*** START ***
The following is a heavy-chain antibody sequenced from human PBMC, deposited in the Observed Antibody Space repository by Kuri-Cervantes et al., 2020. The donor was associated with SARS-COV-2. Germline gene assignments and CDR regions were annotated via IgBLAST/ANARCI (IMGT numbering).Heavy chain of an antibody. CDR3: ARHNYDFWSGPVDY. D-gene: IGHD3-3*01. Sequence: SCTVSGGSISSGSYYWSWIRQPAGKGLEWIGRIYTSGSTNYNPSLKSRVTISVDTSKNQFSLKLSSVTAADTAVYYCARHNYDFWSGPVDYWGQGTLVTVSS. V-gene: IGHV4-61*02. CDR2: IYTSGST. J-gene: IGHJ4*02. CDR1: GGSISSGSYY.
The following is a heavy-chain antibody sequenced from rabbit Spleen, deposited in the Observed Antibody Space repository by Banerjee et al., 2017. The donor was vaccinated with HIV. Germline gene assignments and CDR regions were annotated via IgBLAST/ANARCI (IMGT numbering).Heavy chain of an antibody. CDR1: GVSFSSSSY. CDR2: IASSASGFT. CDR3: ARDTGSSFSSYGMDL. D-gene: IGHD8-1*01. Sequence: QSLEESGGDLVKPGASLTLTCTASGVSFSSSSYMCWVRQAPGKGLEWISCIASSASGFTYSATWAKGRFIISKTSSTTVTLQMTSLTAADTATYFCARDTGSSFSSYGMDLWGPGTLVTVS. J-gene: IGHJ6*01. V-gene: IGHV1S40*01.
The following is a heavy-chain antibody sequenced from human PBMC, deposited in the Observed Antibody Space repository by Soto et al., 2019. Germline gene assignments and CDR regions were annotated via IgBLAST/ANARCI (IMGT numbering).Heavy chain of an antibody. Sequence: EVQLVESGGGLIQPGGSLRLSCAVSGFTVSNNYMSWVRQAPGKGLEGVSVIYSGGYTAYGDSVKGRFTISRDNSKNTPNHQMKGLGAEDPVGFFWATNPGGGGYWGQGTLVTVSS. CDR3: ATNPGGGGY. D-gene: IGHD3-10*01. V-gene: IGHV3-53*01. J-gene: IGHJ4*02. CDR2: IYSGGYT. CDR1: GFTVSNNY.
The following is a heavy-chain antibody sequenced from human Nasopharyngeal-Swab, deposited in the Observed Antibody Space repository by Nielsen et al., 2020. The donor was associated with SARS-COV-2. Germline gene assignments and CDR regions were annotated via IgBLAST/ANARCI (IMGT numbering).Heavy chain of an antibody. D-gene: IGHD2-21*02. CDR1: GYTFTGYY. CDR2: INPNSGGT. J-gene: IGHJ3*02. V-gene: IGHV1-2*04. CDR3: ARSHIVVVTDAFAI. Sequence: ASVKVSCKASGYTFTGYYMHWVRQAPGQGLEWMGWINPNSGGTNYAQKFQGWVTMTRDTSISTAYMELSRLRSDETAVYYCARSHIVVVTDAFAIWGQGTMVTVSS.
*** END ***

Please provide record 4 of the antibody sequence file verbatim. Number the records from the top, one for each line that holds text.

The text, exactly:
The following is a heavy-chain antibody sequenced from human Nasopharyngeal-Swab, deposited in the Observed Antibody Space repository by Nielsen et al., 2020. The donor was associated with SARS-COV-2. Germline gene assignments and CDR regions were annotated via IgBLAST/ANARCI (IMGT numbering).Heavy chain of an antibody. D-gene: IGHD2-21*02. CDR1: GYTFTGYY. CDR2: INPNSGGT. J-gene: IGHJ3*02. V-gene: IGHV1-2*04. CDR3: ARSHIVVVTDAFAI. Sequence: ASVKVSCKASGYTFTGYYMHWVRQAPGQGLEWMGWINPNSGGTNYAQKFQGWVTMTRDTSISTAYMELSRLRSDETAVYYCARSHIVVVTDAFAIWGQGTMVTVSS.